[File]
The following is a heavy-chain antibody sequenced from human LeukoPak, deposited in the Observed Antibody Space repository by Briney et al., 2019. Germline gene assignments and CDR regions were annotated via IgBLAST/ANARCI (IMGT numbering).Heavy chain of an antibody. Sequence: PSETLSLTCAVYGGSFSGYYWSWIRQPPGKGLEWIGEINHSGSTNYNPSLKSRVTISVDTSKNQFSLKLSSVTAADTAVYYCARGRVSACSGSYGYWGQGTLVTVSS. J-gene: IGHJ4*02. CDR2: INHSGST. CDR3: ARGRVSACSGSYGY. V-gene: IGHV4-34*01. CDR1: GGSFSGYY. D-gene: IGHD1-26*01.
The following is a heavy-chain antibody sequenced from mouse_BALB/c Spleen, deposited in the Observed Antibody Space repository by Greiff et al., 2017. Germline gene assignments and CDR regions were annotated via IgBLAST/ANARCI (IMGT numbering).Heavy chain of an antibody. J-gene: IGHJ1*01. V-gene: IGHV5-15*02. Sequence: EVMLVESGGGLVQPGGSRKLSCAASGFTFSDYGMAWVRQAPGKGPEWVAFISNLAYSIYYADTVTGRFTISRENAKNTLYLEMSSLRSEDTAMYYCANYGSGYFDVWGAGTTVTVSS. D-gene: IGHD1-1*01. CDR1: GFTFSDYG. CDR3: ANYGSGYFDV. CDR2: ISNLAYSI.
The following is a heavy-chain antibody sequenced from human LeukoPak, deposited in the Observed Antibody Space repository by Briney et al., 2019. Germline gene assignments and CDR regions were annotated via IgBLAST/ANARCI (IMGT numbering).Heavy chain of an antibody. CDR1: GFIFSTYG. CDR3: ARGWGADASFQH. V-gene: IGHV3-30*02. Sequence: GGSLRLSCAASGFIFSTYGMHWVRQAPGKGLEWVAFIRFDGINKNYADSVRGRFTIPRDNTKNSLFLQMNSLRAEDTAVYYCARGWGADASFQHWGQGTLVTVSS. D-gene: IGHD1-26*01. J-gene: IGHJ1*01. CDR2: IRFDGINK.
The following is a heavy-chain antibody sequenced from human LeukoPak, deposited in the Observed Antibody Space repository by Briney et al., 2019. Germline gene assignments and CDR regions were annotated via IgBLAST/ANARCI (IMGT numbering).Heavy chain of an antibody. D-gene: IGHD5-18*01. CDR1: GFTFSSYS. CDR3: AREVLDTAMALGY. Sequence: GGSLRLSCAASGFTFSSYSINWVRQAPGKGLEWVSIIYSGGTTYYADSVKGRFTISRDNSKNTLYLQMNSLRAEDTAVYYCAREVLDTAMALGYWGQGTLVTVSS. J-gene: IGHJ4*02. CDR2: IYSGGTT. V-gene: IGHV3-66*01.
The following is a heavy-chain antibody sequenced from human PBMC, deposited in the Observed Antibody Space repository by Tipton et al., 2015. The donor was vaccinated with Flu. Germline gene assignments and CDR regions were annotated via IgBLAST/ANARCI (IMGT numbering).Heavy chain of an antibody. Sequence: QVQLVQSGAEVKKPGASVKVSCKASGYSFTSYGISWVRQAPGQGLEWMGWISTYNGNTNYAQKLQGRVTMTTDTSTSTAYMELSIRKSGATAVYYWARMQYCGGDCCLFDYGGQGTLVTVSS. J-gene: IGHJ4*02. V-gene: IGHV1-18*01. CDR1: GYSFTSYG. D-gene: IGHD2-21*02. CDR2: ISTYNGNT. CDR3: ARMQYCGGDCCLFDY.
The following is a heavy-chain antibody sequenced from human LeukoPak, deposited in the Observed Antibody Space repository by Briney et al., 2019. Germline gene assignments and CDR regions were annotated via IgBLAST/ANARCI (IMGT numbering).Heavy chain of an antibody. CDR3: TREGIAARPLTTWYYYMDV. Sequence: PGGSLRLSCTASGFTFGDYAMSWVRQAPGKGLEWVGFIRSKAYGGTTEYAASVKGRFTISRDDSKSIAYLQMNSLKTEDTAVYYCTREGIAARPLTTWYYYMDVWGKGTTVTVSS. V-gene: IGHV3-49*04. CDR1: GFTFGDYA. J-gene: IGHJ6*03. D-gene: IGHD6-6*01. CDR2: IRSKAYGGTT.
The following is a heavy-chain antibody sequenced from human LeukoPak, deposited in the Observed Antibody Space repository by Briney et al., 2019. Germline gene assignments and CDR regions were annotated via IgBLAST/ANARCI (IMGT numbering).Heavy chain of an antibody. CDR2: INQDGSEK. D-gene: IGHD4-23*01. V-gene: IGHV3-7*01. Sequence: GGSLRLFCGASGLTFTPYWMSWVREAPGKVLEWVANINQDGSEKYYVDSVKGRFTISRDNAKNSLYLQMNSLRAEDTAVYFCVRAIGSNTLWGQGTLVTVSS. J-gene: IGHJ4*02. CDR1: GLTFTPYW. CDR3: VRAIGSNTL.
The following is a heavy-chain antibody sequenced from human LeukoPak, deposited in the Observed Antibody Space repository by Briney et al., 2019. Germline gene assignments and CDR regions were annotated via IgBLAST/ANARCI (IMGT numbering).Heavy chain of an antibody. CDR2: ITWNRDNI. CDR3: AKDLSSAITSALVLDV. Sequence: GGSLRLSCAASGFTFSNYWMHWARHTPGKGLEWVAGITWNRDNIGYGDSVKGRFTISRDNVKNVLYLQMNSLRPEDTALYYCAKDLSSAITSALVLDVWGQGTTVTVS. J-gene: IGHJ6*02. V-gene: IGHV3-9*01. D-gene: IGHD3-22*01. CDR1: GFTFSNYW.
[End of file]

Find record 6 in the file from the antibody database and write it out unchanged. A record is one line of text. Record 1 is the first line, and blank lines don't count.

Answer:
The following is a heavy-chain antibody sequenced from human LeukoPak, deposited in the Observed Antibody Space repository by Briney et al., 2019. Germline gene assignments and CDR regions were annotated via IgBLAST/ANARCI (IMGT numbering).Heavy chain of an antibody. CDR3: TREGIAARPLTTWYYYMDV. Sequence: PGGSLRLSCTASGFTFGDYAMSWVRQAPGKGLEWVGFIRSKAYGGTTEYAASVKGRFTISRDDSKSIAYLQMNSLKTEDTAVYYCTREGIAARPLTTWYYYMDVWGKGTTVTVSS. V-gene: IGHV3-49*04. CDR1: GFTFGDYA. J-gene: IGHJ6*03. D-gene: IGHD6-6*01. CDR2: IRSKAYGGTT.